Deepdark

Acceptable hum level in tube gear
« on: May 05, 2016, 03:52:09 PM »
Hi

Just for fun, I'm curious to know what is an acceptable level of hum for you guys. I mean, in real life, not only in term of specs and numbers, but in term of use. ie, if you can't ear any hum in normal tracking/mixing level, but to hear a tiny bit of it you have to crank your headphones/speakers at max, do you consider it like an acceptable result?  I know there is a pletora of tricks to kill hum like using aluminium chassis, encasing power transformer into an steel box, external psu, dc heaters, trying an infinite numbers of tube and put on the cleanest one at V1, mu-metal sheet/can around power transformer, etc. but the goal is not to speak of all the possible maner to extinct hum, or to start an war over the hi-fi guys but in general use, what is your acceptable level of hum?

 :)
"I'm givin' you that money so I don't have to kill your ass."


ruffrecords

Re: Acceptable hum level in tube gear
« Reply #1 on: May 05, 2016, 04:47:02 PM »
In this thread:

http://groupdiy.com/index.php?topic=62094.msg786765#msg786765

I have been exploring just how low the hum can be made when using ac heaters. From this work, two things are clear;

1. An external power supply providing dc heaters entirely eliminates hum.

2. Even with ac heaters, the measured noise levels are very similar and under normal operating circumstances it is completely inaudible. To put this into context, using ac heaters , a condenser mic and 70dB of gain and listening on phones with the gain turned up full, you cannot hear the hum because it is swamped by the acoustic background noise. You can measure the hum but you cannot hear it.

Cheers

Ian

buildafriend

Re: Acceptable hum level in tube gear
« Reply #2 on: May 05, 2016, 08:01:51 PM »
What Ian said.

Also for the literal numbers, they are nice to look at and know but in practice for me it's what I can or can not hear when compressed through a "clean" compressor.

Deepdark

Re: Acceptable hum level in tube gear
« Reply #3 on: May 06, 2016, 08:09:15 AM »
Thanks guys.

Ian, it's a good testing method you just tell us. Basically, if ambiant noise cover the hum, in that sense where hum is no more audible, then this shoudl means hum is enought low for general purpose use, right? And the same could probably apply to, ie, compressors such as Vari-mu or LA2A, by strapping it across our converters, with max gain, internal and input noise should cover the hum, right?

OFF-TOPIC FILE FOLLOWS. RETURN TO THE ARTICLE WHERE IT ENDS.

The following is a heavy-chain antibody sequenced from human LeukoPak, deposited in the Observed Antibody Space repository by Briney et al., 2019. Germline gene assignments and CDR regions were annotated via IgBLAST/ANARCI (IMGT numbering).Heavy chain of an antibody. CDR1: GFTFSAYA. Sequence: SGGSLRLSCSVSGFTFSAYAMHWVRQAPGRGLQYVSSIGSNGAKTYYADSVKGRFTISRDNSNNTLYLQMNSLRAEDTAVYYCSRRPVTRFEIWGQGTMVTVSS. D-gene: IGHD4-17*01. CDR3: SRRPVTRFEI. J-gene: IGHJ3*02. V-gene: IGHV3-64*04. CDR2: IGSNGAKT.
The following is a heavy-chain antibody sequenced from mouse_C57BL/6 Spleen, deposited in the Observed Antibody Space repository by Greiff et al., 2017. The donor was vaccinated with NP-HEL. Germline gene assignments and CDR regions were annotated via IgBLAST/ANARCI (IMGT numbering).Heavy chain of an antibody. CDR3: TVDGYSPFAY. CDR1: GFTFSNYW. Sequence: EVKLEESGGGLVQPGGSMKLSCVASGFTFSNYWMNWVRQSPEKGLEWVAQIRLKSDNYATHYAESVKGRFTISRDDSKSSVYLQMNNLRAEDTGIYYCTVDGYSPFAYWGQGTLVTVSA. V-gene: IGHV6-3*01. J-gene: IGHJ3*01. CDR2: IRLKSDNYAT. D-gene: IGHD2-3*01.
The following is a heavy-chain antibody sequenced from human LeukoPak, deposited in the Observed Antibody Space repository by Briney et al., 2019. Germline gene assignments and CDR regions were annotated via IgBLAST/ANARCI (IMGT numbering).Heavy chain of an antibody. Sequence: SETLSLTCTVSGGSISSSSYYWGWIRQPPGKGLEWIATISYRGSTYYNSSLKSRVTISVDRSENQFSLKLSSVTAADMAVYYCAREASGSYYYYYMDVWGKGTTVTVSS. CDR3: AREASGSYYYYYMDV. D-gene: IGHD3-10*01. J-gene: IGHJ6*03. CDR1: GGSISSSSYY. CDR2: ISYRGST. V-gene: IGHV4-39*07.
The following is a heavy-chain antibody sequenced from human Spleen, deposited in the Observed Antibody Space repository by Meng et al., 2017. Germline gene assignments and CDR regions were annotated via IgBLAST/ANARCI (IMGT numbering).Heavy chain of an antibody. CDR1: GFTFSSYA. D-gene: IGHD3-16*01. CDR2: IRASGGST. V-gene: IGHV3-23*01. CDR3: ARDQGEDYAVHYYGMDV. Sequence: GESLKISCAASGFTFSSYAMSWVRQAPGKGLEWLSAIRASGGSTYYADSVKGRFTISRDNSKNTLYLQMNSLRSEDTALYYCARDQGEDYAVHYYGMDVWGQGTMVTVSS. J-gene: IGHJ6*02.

buildafriend, yeah I know what you mean :)

One thing I noticed is how critical Heaters wiring is, just like Ian tested in his thread relative to the very best we can do with ac heaters. And the right choice of tubes at V1 (first preamp tube). The gap between a Noisy one and an clean one can be quiet huge. And the order you wired the tubes, ending by V1 to ensure less a possible EMI. Unfortunatly, it does not always run to the most direct path, depending upon the layout, and we are more pronned to pollute other elements around
"I'm givin' you that money so I don't have to kill your ass."

abbey road d enfer

Re: Acceptable hum level in tube gear
« Reply #4 on: May 06, 2016, 11:22:53 AM »
Hi

Just for fun, I'm curious to know what is an acceptable level of hum for you guys. I mean, in real life, not only in term of specs and numbers, but in term of use. ie, if you can't ear any hum in normal tracking/mixing level, but to hear a tiny bit of it you have to crank your headphones/speakers at max, do you consider it like an acceptable result?  I know there is a pletora of tricks to kill hum like using aluminium chassis, encasing power transformer into an steel box, external psu, dc heaters, trying an infinite numbers of tube and put on the cleanest one at V1, mu-metal sheet/can around power transformer, etc. but the goal is not to speak of all the possible maner to extinct hum, or to start an war over the hi-fi guys but in general use, what is your acceptable level of hum?

 :)
I understand your reluctance regarding hard figures, knowing we'll thay don't tell all, but at some point, someone has to design a product, and needs objective performance targets. You can't tell a designer "make it sound good and quiet", because his acceptance of good and quiet will be different than yours.
Then the actual perceived hum is dependant on the program and the signal chain. A mic pre that seems nice and clean on trumpet may be too noisey for dulcimer, or even for vocals if a lot of compression is applied.
As to what is "acceptable", it depends on personal preferences and circumstances. One tends to forgive a Hammond B3 for being noisy, because it's just the way they are, but everybody hates guitar players with noisy rigs.
Who's right or wrong is irrelevant. What matters is what's right or wrong.
"The important thing is not to convince, but to give pause for thought." (B. Werber)
Star ground is for electricians.